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Managing heart rate during runs

Joined: 18 Oct 2020
Posts: 1
Utah, United States
Posted: Sun 18 Oct 2020 04:18 pm GMT   topTop
Hi all, I'm new to the forum and relatively new to backcountry trail running. I searched through the forum to see if my topic was discussed elsewhere but didn't see anything. I am hoping to obtain some advice from you experienced runners and experts, as I have much to learn, I'm sure.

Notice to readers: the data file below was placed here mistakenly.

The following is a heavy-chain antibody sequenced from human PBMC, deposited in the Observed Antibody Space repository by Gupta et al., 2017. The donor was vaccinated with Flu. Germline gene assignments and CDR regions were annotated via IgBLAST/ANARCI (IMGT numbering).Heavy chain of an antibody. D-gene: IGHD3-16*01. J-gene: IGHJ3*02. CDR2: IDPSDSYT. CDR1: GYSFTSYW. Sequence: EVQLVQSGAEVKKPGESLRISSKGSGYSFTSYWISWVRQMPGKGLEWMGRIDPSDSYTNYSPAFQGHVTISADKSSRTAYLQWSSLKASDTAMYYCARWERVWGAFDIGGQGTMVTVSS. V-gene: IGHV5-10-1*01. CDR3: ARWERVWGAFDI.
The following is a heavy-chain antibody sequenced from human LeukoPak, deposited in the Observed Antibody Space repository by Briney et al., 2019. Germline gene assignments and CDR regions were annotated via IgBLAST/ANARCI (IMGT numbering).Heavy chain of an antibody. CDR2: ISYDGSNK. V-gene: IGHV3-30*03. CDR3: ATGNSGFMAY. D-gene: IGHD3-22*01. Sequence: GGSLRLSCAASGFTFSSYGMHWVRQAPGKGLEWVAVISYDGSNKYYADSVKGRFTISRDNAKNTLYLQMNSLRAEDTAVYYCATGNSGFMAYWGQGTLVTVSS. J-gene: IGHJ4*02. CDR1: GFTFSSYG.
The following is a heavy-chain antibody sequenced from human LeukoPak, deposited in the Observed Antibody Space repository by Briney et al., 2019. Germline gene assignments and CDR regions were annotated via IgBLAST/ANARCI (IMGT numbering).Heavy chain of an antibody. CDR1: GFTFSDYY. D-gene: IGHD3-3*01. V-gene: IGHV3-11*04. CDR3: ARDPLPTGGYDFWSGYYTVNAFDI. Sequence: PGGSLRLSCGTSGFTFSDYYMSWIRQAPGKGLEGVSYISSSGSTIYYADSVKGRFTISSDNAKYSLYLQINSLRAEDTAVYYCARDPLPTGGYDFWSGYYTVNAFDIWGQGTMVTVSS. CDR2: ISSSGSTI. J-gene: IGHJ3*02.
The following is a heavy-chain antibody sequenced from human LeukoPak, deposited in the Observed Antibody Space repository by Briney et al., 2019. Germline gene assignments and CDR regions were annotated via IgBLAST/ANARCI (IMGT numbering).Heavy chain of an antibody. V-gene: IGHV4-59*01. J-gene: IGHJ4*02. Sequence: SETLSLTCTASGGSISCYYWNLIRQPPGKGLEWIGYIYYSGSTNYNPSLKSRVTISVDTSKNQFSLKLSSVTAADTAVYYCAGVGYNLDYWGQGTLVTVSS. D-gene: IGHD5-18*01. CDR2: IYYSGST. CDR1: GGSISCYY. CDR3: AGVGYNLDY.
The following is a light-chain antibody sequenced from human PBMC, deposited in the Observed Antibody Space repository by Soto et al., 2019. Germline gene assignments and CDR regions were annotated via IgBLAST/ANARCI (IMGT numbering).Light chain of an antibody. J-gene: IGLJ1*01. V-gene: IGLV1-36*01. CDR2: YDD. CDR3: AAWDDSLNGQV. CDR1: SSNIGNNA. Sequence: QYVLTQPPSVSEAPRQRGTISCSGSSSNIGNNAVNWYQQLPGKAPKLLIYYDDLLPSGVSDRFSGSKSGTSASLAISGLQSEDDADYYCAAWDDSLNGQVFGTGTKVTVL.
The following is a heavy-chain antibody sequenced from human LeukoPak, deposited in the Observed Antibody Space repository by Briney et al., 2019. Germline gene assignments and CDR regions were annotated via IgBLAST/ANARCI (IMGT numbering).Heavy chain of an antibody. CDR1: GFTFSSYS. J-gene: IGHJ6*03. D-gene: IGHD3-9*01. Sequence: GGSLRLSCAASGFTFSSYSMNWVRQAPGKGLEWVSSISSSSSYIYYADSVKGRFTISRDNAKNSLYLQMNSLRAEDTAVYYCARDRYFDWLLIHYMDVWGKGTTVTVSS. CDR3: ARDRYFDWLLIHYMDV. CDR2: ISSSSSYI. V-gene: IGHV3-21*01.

I feel that my backstory is possibly important and relevant to my question. I'm 34 years old, male, 6 feet tall, and currently 186 pounds. I live in the mountains of Utah. During my teenage years, I ran on the cross country team and running was definitely my go-to sport. I was very fit back then. During my adult years, as happens to many people, my career and family took over and I, unfortunately, allowed myself to become very deconditioned. I gained a lot of weight and exercised rarely. Every few years, I would discover some motivation and run again (road running back then) for several months at a time. I've logged multiple 5Ks, 10Ks, and half marathons over the past 12 years, but was 40-60 pounds overweight the whole time. However, 2-3 years ago, I transitioned into a new phase of my career that centered on health and wellness. I dramatically changed my eating and the weight melted off. I'm now 186 pounds and am perhaps 10 pounds heavier than I was when I was 18. Running has become a massive part of my life over the past 12 months, particularly trail running. I live less than a mile from some amazing Utah trails and canyons. I ran a mountain 10K this last year, a road half marathon, and regularly run 8-9 miles on trails each weekend (in addition to 1-2 shorter runs during the week). I have a marathon on the docket for next June and hope to someday get into ultras, although I know I'm a long way from that right now. I'm realizing how much I don't know as I listen to podcasts and watch videos online.